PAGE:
Boulder gym receives one of 12 first-round new energy stimulus grants

A new climbing gym in Boulder that receives 80 percent of its energy from renewable sources on Tuesday received one of 12 grants awarded in the first round of a stimulus program that provides cash to renewable energy projects instead of earned tax credits.

Movement gym, Boulder, Colo.
Movement gym, Boulder, Colo.

Movement Gym’s $157,809 award was the smallest of the awards announced Tuesday — by a long shot. Other first-round awards averaged in the $40 million range. All told, the funded projects amount to a 3-percent increase in renewable energy projects in the United States, according to Matt Rogers, senior adviser for Recovery Act Implementation at the U.S. Department of Energy.

Many remaining awards will more closely resemble the Movement Gym grant, Dan Tangherlini, assistant secretary for management at the U.S. Treasury Department, told reporters during a conference call with reporters on Tuesday.

That had better be true, otherwise Treasury is far off in its prediction that the program will fund roughly 5,000 projects and cost about $3 billion total. The first 12 projects have already sucked up one-sixth of total predicted amounts, and the program has no cap. As with a tax credit, as long as companies meet the criteria (pdf) and apply before the Oct. 1, 2011, deadline, their projects will be funded.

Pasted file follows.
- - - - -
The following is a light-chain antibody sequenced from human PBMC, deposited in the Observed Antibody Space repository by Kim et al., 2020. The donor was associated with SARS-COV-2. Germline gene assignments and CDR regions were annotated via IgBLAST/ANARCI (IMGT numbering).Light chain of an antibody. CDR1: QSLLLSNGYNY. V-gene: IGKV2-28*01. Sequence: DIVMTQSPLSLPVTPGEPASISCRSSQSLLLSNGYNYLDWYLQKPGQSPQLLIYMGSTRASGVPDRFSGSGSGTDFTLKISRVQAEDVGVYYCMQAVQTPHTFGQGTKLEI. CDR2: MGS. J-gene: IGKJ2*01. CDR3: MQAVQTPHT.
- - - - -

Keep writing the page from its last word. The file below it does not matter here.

So far, Tangherlini said, the program has not turned away any applicants, though he pointed out that the program is still in its first month and reviewers are still in the process of asking questions where they have concerns.

Tangherlini also stressed the fact that awards had been made in half the time allowed — roughly 30 days. Awardees will receive the money within the week, he added.

But whether the awards will actually stimulate more investment in renewable energy remains to be seen.

“The new funding creates additional upfront capital, enabling companies to create jobs and begin construction that may have been stalled until now,” according to a Treasury statement announcing the awards.

But as with tax credits, the grants are doled out only to completed projects. So while the Treasury Department may hope that businesses will reinvest the grants in new renewable projects, businesses could also simply use the money to pay back shareholders or make other investments.

Officials expect most of the grants to be made in the areas of solar, wind, geothermal and biomass.

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